RFC 3811 MPLS TC MIB June 2004 [RFC3212] Jamoussi, B., Ed., Andersson, L., Callon, R., Dantu, R., Wu, L., Doolan, P., Worster, T., Feldman, N., Fredette, A., Girish, M., Gray, E., Heinanen, J., Kilty, T., and A. Malis, "Constraint-Based LSP Setup using LDP", RFC 3212, January 2002. [RFC3291] Daniele, M., Haberman, B., Routhier, S., and J. Schoenwaelder, "Textual Conventions for Internet Network Addresses", RFC 3291, May 2002. [RFC3471] Berger, L., Editor, "Generalized Multi-Protocol Label Switching (GMPLS) Architecture", RFC 3471, January 2003. 4.2. Informative References [RFC3410] Case, J., Mundy, R., Partain, D., and B. Stewart, "Introduction and Applicability Statements for Internet- Standard Management Framework", RFC 3410, December 2002. 5. Security Considerations This module does not define any management objects. Instead, it defines a set of textual conventions which may be used by other MPLS MIB modules to define management objects. Meaningful security considerations can only be written in the MIB modules that define management objects. Therefore, this document has no impact on the security of the Internet. 6. IANA Considerations IANA has made a MIB OID assignment under the transmission branch, that is, assigned the mplsStdMIB under { transmission 166 }. This sub-id is requested because 166 is the ifType for mpls(166) and is available under transmission. In the future, MPLS related standards track MIB modules should be rooted under the mplsStdMIB subtree. The IANA is requested to manage that namespace. New assignments can only be made via a Standards Action as specified in [RFC2434]. The IANA has also assigned { mplsStdMIB 1 } to the MPLS-TC-STD-MIB specified in this document. Nadeau & Cucchiara Standards Track [Page 17]
RFC 3811 MPLS TC MIB June 2004 7. Contributors This document was created by combining TEXTUAL-CONVENTIONS from current MPLS MIBs and a TE-WG MIB. Co-authors on each of these MIBs contributed to the TEXTUAL-CONVENTIONS contained in this MIB and also contributed greatly to the revisions of this document. These co- authors addresses are included here because they are useful future contacts for information about this document. These co-authors are: Cheenu Srinivasan Bloomberg L.P. 499 Park Ave. New York, NY 10022 Phone: +1-212-893-3682 EMail: cheenu@bloomberg.net Arun Viswanathan Force10 Networks, Inc. 1440 McCarthy Blvd Milpitas, CA 95035 Phone: +1-408-571-3516 EMail: arunv@force10networks.com Hans Sjostrand ipUnplugged P.O. Box 101 60 S-121 28 Stockholm, Sweden Phone: +46-8-725-5900 EMail: hans@ipunplugged.com Kireeti Kompella Juniper Networks 1194 Mathilda Ave Sunnyvale, CA 94089 Phone: +1-408-745-2000 EMail: kireeti@juniper.net Nadeau & Cucchiara Standards Track [Page 18]
RFC 3811 MPLS TC MIB June 2004 8. Acknowledgements This document is a product of the MPLS Working Group. The editors and contributors would like to thank Mike MacFadden and Adrian Farrel for their helpful comments on several reviews. Also, the editors and contributors would like to give a special acknowledgement to Bert Wijnen for his many detailed reviews. Bert's assistance and guidance is greatly appreciated. 9. Authors' Addresses Thomas D. Nadeau Cisco Systems, Inc. BXB300/2/ 300 Beaver Brook Road Boxborough, MA 01719 Phone: +1-978-936-1470 EMail: tnadeau@cisco.com Joan E. Cucchiara Marconi Communications, Inc. 900 Chelmsford Street Lowell, MA 01851 Phone: +1-978-275-7400 EMail: jcucchiara@mindspring.com Nadeau & Cucchiara Standards Track [Page 19]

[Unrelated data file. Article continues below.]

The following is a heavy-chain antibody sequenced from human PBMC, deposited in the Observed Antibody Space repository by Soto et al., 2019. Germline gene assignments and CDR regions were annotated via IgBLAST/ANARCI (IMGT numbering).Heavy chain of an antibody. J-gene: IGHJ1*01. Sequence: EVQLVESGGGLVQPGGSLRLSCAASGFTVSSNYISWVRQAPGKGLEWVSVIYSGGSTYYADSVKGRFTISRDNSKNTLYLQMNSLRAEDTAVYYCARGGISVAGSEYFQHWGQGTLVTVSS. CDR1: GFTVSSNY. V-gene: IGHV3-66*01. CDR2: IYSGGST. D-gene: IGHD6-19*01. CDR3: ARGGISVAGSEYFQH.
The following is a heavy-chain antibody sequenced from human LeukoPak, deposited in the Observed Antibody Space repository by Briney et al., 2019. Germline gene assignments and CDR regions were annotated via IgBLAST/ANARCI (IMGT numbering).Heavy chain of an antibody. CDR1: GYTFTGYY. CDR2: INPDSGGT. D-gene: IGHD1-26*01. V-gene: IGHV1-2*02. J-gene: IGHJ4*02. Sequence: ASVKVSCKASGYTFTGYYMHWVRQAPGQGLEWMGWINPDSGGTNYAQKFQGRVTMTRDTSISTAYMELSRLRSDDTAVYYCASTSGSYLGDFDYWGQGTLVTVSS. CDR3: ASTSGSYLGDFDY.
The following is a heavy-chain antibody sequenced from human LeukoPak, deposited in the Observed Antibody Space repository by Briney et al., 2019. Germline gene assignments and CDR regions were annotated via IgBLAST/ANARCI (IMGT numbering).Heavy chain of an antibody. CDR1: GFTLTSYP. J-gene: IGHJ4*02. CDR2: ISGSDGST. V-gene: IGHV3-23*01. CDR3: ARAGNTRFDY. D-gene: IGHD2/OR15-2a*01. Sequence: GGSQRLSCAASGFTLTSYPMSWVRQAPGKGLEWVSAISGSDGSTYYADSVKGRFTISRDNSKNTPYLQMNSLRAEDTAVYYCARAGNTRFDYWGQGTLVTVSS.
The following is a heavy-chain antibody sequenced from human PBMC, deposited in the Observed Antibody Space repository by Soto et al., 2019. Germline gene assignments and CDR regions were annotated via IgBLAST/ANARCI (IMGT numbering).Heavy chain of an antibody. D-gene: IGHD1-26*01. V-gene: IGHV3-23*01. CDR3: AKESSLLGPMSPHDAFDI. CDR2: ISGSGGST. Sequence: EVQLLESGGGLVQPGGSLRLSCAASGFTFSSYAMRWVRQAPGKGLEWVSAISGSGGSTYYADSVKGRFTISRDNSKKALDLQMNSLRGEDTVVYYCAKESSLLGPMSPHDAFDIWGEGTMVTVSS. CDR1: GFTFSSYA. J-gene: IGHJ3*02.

RFC 3811 MPLS TC MIB June 2004 10. Full Copyright Statement Copyright (C) The Internet Society (2004). This document is subject to the rights, licenses and restrictions contained in BCP 78, and except as set forth therein, the authors retain all their rights. This document and the information contained herein are provided on an "AS IS" basis and THE CONTRIBUTOR, THE ORGANIZATION HE/SHE REPRESENTS OR IS SPONSORED BY (IF ANY), THE INTERNET SOCIETY AND THE INTERNET ENGINEERING TASK FORCE DISCLAIM ALL WARRANTIES, EXPRESS OR IMPLIED, INCLUDING BUT NOT LIMITED TO ANY WARRANTY THAT THE USE OF THE INFORMATION HEREIN WILL NOT INFRINGE ANY RIGHTS OR ANY IMPLIED WARRANTIES OF MERCHANTABILITY OR FITNESS FOR A PARTICULAR PURPOSE. Intellectual Property The IETF takes no position regarding the validity or scope of any Intellectual Property Rights or other rights that might be claimed to pertain to the implementation or use of the technology described in this document or the extent to which any license under such rights might or might not be available; nor does it represent that it has made any independent effort to identify any such rights. Information on the procedures with respect to rights in RFC documents can be found in BCP 78 and BCP 79. Copies of IPR disclosures made to the IETF Secretariat and any assurances of licenses to be made available, or the result of an attempt made to obtain a general license or permission for the use of such proprietary rights by implementers or users of this specification can be obtained from the IETF on-line IPR repository at http://www.ietf.org/ipr. The IETF invites any interested party to bring to its attention any copyrights, patents or patent applications, or other proprietary rights that may cover technology that may be required to implement this standard. Please address the information to the IETF at ietf- ipr@ietf.org. Acknowledgement Funding for the RFC Editor function is currently provided by the Internet Society. Nadeau & Cucchiara Standards Track [Page 20]